Why Making Your Audience Tense Isn’t A Bug; Its a Feature
New presenters are often confused about how to manage the emotional state of their audience. I suspect this confusion is the ultimate underlying cause for the well known”Death by Bulletpoint” whereby well meaning presenters edge their audience (or victims if you’ve sat through enough of them) toward states of utter boredom by drowning them in a sea of statistics, three letter acronyms (TLA’s for the well experienced) and raw factual information. Particularly if their background is the quantitative sciences, they often underestimate the role of dramatic tension and resolution in the art of presentation for keeping an audience interested and engaged.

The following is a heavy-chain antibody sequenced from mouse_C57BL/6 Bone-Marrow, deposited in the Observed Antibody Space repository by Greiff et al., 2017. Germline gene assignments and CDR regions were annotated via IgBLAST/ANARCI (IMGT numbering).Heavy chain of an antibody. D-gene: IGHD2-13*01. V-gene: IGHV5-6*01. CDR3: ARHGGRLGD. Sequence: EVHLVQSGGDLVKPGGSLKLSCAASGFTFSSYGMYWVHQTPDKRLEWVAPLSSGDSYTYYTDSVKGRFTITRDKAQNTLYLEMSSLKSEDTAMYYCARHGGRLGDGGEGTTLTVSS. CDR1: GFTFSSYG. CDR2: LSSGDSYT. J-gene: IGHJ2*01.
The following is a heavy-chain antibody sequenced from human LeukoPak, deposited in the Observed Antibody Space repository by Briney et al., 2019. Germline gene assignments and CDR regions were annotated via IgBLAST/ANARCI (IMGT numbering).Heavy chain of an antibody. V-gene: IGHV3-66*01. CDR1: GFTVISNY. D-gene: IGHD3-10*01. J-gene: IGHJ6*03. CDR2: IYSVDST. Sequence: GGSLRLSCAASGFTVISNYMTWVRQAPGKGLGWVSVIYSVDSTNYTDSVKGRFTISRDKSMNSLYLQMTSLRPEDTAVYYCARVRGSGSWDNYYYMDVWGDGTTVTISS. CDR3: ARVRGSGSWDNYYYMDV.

In the video excerpt above, Dr. Andrew Abela, author of the Extreme Presentations blog, illustrates the point by spending 2 minutes and 29 seconds (its part of a larger DVD video onpresentations) explaining the concept. His condensation of the concept The Presentation and larger work Advanced Presentations by Design discuss the main concepts and methodology at greater length and highlight the futility of beginning with PowerPoint itself to create an effective presentation. I’m not going to attempt to discuss The Squint Test at any length or try to summarize what you can find for yourself much better in the books or at his Extreme Presentations website. But I did want to draw the contrast with the more popular Beyond Bullet Points methodology and say that I found Dr Abela’s method more intuitive and readily digestible. Have any readers used the two methods long enough to offer comparisons? As if to illustrate the point that its not about PowerPoint itself, here’s a link to a presentation he prepared on Prezi that nicely captures the salient points, without bullets.